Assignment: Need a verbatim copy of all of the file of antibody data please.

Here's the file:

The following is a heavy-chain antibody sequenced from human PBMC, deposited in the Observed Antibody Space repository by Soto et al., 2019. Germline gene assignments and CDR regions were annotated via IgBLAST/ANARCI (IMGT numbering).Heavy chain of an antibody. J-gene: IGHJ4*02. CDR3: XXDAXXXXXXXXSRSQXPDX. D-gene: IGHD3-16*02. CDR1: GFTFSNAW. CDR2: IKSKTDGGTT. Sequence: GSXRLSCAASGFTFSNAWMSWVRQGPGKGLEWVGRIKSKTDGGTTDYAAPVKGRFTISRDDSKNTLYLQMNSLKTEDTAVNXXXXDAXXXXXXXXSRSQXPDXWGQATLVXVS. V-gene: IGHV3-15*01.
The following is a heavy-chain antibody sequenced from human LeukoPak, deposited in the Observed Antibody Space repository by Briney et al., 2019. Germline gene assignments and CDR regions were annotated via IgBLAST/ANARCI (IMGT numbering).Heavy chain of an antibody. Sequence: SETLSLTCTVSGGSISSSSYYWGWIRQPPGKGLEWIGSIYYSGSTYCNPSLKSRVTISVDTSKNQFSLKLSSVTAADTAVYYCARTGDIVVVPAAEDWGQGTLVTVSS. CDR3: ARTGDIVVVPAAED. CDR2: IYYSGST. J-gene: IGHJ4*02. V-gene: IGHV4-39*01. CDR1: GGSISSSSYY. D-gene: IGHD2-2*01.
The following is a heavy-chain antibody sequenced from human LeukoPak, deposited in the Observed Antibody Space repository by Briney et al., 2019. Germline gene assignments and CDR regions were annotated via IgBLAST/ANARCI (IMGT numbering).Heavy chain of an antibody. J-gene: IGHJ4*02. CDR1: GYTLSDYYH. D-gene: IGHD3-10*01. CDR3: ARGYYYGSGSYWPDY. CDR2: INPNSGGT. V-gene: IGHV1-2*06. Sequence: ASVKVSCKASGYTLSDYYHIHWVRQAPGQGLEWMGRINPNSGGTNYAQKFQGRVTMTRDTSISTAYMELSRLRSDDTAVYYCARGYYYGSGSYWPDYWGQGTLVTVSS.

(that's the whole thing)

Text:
The following is a heavy-chain antibody sequenced from human PBMC, deposited in the Observed Antibody Space repository by Soto et al., 2019. Germline gene assignments and CDR regions were annotated via IgBLAST/ANARCI (IMGT numbering).Heavy chain of an antibody. J-gene: IGHJ4*02. CDR3: XXDAXXXXXXXXSRSQXPDX. D-gene: IGHD3-16*02. CDR1: GFTFSNAW. CDR2: IKSKTDGGTT. Sequence: GSXRLSCAASGFTFSNAWMSWVRQGPGKGLEWVGRIKSKTDGGTTDYAAPVKGRFTISRDDSKNTLYLQMNSLKTEDTAVNXXXXDAXXXXXXXXSRSQXPDXWGQATLVXVS. V-gene: IGHV3-15*01.
The following is a heavy-chain antibody sequenced from human LeukoPak, deposited in the Observed Antibody Space repository by Briney et al., 2019. Germline gene assignments and CDR regions were annotated via IgBLAST/ANARCI (IMGT numbering).Heavy chain of an antibody. Sequence: SETLSLTCTVSGGSISSSSYYWGWIRQPPGKGLEWIGSIYYSGSTYCNPSLKSRVTISVDTSKNQFSLKLSSVTAADTAVYYCARTGDIVVVPAAEDWGQGTLVTVSS. CDR3: ARTGDIVVVPAAED. CDR2: IYYSGST. J-gene: IGHJ4*02. V-gene: IGHV4-39*01. CDR1: GGSISSSSYY. D-gene: IGHD2-2*01.
The following is a heavy-chain antibody sequenced from human LeukoPak, deposited in the Observed Antibody Space repository by Briney et al., 2019. Germline gene assignments and CDR regions were annotated via IgBLAST/ANARCI (IMGT numbering).Heavy chain of an antibody. J-gene: IGHJ4*02. CDR1: GYTLSDYYH. D-gene: IGHD3-10*01. CDR3: ARGYYYGSGSYWPDY. CDR2: INPNSGGT. V-gene: IGHV1-2*06. Sequence: ASVKVSCKASGYTLSDYYHIHWVRQAPGQGLEWMGRINPNSGGTNYAQKFQGRVTMTRDTSISTAYMELSRLRSDDTAVYYCARGYYYGSGSYWPDYWGQGTLVTVSS.